Skin-like sensors have huge potential in robotics, health, and rehabilitation. They can be easily worn to evaluate vital signs during sports, comprehensively assess a patient’s health to inform decisions around treatment or be extended toward enabling a machine to interact with its environment.
While this technology is promising, many challenges are hindering its widespread use, including developing flexible materials-based highly stretchable sensors that do not degrade quickly and that have the ability to operate under strenuous environments. For example, creating sensors that can stick to humid skin, withstand extreme heat, cold, or constant stretching, as well as taking impact.
In a recent study published in Advanced Intelligent Systems, a skin-like optical sensor was reported in which external strain can be detected by the wavelength and intensity of the sensor’s light signal.
A unique signal acquisition method that simultaneously extracts light wavelength and intensity was developed to improve resistance to environmental interference, such as changing temperatures, while improving the capability to extract multiple points of information on a single signal line. The wavelength is used as an “identity card” for identifying each sensor, and the light intensity is used as the output signal of the SSOF sensor to detect the external strain.
Attributed to the inherent advantages such as simple structure, less interference, and strong monitoring capabilities, an optical fiber whose refractive index changes periodically along its length (called Fiber Bragg Grating) is used in the device. However, they are usually made from silica, which is generally not stretchable, limiting their application in wearables.
When the optical fiber is bent, the transmission path of the light in the core changes, causing a part of the light to be refracted out of the optical fiber, thus resulting in a loss of light intensity. This light intensity loss effect will attenuate as the bending radius increases. Using this principle may overcome the shortcomings of the above-mentioned silica fiber sensors. Based on this, the new sensor was prepared by encapsulating an optical fiber with a Ω-shape into a flexible material to increase its tensile strain. The elongation and contraction of the sensor causes the radius of the Ω-shaped fiber to change, which regularly affects the light intensity signal, thereby realizing the measurement of the strain.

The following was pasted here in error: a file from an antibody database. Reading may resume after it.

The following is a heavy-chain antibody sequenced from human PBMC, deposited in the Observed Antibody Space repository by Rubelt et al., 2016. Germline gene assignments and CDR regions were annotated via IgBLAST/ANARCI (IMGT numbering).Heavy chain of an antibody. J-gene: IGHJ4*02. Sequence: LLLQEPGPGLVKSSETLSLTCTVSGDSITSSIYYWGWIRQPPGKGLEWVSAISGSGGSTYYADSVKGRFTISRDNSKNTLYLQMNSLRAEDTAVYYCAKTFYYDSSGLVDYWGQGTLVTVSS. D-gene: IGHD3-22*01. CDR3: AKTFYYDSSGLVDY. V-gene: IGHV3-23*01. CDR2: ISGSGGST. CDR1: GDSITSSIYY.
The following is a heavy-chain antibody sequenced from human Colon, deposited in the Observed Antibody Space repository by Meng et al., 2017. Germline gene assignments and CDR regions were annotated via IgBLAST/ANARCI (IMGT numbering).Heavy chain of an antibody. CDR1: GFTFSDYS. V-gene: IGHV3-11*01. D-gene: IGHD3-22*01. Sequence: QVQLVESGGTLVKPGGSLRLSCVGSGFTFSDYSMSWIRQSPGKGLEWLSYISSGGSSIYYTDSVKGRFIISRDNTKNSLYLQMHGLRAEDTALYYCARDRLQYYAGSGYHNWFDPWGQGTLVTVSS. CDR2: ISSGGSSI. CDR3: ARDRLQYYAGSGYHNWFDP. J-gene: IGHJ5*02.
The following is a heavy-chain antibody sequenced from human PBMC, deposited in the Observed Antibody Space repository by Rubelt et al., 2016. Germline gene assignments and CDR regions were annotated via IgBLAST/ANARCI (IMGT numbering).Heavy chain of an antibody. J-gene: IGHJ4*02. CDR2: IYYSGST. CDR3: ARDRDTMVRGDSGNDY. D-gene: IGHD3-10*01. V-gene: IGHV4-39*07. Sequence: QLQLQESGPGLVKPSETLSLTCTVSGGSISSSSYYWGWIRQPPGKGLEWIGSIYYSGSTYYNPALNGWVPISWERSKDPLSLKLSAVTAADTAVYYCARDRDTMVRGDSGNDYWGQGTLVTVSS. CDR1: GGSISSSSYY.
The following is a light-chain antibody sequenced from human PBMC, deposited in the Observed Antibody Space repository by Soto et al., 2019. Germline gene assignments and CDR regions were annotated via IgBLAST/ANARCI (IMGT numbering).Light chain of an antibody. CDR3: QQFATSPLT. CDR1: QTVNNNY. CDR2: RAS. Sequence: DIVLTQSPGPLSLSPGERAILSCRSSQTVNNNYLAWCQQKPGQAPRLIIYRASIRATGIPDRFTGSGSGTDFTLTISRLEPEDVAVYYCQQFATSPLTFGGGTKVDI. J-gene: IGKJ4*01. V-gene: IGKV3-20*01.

In a proof-of-concept test, simulated signal loss, sudden impact, and even water and extreme temperatures did not affect the output signal of the sensor, proving that the new sensor can adapt to a variety of environments and weather.
The sensor can be readily attached to the skin to monitor physiological activity, converting digital signals into virtual instructions and project them to the human-machine interface. For example, a sensor signals-based human motion tracking interface was built: the sensors worn on the human body captured the human motion signal and then drove the simulated 3D human body model to perform different actions following the real human body. Moreover, this feature has also been presented in other applications, such as the assessment of human breathing and muscle activity.
Although there are still many problems to be solved, this work not only puts forward a novel design idea for skin-like optical fiber sensors, but also provides insights into its huge potential in patient health monitoring and prosthetic training.
Reference: Tianliang Li, et al., A Skin-Like and Highly Stretchable Optical Fiber Sensor with the Hybrid Coding of Wavelength–Light Intensity, Advanced Intelligent Systems (2021). DOI: 10.1002/aisy.202100193